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An Antioch, Tennessee, woman has been giving back to her community by braiding children’s hair for free so students can feel confident going back to school and parents have one less thing to worry about. 

After her children were gifted with supplies and clothing to start the school year off right, Brittany Starks wanted to utilize one of her talents to help families in her community as well.

“One of the friends of the family gave my kids a book bag full of school supplies, and two outfits, and a pair of shoes. So, I was extremely grateful and I’m like, ‘How can I give back?’ Well, I can braid,” the single mother of two recalled on how she was inspired with her idea, reports News Channel 5 Nashville.

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She ended up posting her offer to braid returning students’ hair on the “Hip Antioch” Facebook page in early August and received dozens of replies. So much so that she’s even had to enlist the help of other local braiders who are also willing to donate their time and talent to help their community.

“I thought it was going to be five to seven kids, but it ended up being 35 kids,” Starks told NPR about the initial response to the post.

Despite her other responsibilities and the three jobs she works, Starks — and her fleet of braiders — work evenings and weekends in churches and braiding shops to get as many kids braided as possible. Sometimes they even make house calls. 

“It’s been very hard. I haven’t gotten any sleep. I’ve been extremely tired, but it’s very worth it,” the busy mother of two said. “I feel like I’m doing it for a good cause.”

In Starks’s opinion, the real value in what she does for the community lies in the confidence it gives students returning to school.

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“It boosts confidence,” she explained. “Some kids, they came in, they weren’t smiling, they weren’t talking, and then, you know, as they get their hair braided, they start opening up a little more and then when they’re done, they’re just smiling and so happy. It’s a great thing to see.”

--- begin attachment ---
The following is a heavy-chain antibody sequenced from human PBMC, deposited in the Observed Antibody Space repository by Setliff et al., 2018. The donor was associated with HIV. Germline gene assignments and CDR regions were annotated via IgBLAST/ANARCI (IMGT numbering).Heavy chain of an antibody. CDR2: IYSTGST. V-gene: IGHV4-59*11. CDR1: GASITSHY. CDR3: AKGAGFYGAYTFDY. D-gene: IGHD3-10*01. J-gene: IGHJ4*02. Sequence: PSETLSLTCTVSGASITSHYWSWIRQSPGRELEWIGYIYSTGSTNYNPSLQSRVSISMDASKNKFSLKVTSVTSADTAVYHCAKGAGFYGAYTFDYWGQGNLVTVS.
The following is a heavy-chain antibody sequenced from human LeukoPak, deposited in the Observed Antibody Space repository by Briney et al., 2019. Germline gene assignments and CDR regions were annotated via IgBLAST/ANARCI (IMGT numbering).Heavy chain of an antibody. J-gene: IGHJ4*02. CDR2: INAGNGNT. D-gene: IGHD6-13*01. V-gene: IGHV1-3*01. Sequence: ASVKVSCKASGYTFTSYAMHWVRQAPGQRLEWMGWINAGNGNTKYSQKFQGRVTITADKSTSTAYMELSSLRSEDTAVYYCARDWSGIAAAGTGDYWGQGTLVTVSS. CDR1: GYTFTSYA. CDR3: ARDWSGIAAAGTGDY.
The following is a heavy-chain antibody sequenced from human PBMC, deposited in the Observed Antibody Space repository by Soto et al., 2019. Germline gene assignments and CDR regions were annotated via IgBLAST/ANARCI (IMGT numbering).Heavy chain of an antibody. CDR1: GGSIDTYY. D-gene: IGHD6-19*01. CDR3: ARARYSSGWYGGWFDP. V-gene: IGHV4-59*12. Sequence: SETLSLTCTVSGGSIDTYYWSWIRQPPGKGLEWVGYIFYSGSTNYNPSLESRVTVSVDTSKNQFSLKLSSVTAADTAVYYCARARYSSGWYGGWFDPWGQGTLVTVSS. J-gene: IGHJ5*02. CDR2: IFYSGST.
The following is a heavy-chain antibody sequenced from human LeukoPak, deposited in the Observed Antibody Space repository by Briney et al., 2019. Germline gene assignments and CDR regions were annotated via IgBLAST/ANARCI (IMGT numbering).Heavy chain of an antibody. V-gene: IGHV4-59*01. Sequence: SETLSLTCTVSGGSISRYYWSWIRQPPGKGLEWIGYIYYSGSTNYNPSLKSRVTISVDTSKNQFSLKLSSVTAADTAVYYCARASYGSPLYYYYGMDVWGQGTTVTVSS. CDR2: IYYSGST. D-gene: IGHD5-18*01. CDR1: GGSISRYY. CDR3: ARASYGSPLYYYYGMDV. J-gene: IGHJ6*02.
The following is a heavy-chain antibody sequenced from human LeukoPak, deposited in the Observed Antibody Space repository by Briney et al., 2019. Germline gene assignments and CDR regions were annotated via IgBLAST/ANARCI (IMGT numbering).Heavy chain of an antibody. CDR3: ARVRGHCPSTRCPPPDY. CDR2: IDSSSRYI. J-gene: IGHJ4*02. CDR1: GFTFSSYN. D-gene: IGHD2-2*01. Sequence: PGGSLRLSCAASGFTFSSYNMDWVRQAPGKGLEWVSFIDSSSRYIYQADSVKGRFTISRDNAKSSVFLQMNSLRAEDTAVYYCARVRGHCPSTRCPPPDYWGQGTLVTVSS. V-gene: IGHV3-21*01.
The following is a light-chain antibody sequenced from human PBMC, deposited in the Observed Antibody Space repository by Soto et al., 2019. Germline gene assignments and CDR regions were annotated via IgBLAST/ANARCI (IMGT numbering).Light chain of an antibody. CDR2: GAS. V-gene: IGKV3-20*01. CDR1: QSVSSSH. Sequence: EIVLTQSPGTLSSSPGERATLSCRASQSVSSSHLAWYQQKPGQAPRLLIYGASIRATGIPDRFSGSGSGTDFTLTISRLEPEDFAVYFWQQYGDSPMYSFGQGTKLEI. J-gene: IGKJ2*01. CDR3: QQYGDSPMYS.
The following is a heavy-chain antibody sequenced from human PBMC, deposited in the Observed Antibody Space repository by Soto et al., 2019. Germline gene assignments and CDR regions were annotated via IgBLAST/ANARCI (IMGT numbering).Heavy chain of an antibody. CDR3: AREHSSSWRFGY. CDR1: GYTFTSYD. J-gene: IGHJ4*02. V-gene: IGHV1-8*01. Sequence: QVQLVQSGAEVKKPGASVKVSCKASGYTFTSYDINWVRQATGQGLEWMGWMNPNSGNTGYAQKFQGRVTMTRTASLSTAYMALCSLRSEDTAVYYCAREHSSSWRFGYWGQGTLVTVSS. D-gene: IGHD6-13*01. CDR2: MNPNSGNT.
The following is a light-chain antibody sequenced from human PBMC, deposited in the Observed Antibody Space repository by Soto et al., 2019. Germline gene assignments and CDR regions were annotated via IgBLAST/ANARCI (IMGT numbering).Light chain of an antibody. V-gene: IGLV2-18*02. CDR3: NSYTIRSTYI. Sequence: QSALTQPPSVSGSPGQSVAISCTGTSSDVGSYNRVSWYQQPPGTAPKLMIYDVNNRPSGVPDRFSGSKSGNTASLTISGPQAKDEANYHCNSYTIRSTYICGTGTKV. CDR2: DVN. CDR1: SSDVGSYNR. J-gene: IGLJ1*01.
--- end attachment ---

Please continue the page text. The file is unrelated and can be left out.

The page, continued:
“When your hair is cute, I just feel like you feel so much better about everything,” she added. “[If] your hair is done, you feel confident, you go into school with a fresh start — even though COVID-19’s bringing everybody down.”

She expressed how her free hair braiding service sheds light on a piece of the Black experience that some on the outside looking in might not understand.

“It takes time. It takes materials. It takes patience. Sitting for four hours to get your hair braided that’s sometimes, especially for a child that’s… it’s a lot because some kids can’t sit 30 minutes,” Starks said on the usual toll getting one’s hair braided — an often costly act — takes on the kids she services. “They get happy after that but sitting, getting your hair combed, especially if you have coarse hair. That hurts.”

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Since she’s been homeless before, Starks hopes that what she’s doing in Antioch will inspire others to do community service in whatever way they can. 

“I hope that they will learn to give back also. Community service, you know, feeding someone homeless,” she told her local news outlet. “I mean, it goes a long way. A long way. Me being homeless before, it goes a long way. Just being kind. It helps! Like, you never know what someone’s going through.”

To help support Starks’ cause and learn more, donate to her GoFundMe.

If you’re an Antioch local with some hair braiding skills that would like to volunteer, reach out directly at nashvillebraids@gmail.com.

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